I wanted these cookies as party favors for my baby shower. The below is a picture from my baby shower with Gavin. We did not want to know what we were having, so we went neutral with colors, etc. They looked so cute individually wrapped with ribbon. The sticker on the front is hard to see from the glare, but it is two baby feet.
They looked very cute next to the cake, with the alternate matching polka dots to tie in the black/white/lime green colors.
Landon had fun passing them out, and as he did, he said "Thank you for being here for my mom an dad and baby sister or brother". :)
Pamela was inspired and created a website Creations 4 a Cause. She takes beautiful photos of flowers and butterflies and puts these pictures on cards. The inside of the card is blank, and are great for everyday cards or can be used for special occasions. The hussle and bussle of life makes email, texting so much easier - but nothing has that personal touch than receiving a card in the mail! Even if it's just to say hello.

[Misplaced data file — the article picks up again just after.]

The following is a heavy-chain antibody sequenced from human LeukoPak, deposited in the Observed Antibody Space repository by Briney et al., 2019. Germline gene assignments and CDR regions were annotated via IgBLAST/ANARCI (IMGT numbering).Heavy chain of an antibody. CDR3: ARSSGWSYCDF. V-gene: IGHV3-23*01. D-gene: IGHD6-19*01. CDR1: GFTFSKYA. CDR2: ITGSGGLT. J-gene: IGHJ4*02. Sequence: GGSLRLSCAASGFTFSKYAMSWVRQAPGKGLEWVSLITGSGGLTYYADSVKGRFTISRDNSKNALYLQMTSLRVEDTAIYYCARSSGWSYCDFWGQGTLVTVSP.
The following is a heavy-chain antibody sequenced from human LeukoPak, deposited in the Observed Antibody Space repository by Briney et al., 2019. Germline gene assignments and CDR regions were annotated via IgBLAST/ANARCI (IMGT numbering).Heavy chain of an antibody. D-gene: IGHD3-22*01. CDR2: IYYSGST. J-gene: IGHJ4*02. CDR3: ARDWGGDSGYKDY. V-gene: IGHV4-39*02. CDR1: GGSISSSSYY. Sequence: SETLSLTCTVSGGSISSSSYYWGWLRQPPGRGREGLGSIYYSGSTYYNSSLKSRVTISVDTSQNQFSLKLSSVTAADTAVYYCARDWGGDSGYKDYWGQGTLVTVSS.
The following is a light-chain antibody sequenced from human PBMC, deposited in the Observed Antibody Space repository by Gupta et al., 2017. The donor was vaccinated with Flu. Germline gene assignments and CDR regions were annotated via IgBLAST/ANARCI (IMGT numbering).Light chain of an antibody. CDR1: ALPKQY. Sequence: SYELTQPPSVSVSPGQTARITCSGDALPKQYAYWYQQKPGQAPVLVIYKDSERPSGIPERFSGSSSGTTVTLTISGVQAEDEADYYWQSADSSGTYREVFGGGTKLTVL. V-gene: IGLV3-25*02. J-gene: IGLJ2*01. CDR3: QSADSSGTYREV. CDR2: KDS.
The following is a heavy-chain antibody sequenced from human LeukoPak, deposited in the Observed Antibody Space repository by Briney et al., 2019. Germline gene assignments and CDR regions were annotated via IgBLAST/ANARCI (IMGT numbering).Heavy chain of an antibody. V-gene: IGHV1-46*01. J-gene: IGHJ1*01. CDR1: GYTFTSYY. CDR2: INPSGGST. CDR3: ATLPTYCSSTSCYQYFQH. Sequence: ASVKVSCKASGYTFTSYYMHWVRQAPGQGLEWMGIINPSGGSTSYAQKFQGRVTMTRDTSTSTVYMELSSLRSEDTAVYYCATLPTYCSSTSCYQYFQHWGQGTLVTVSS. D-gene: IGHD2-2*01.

Please browse her gallery of beautiful photography. Proceeds from ALL sales go towards the Fondation for Fighting Blindness. This is a woman, who is just grateful for her eyesight and for the health of her children, and is doing something to help others.
Thank you Pam!
Gavin is starting to say the word "ball". It's adorable when he gets on a roll. I took some video, and it's a little long, but he starts to say it at the beginning and again at like 0:40 and 1:20. I despise hearing my voice - so just fast forward! LOL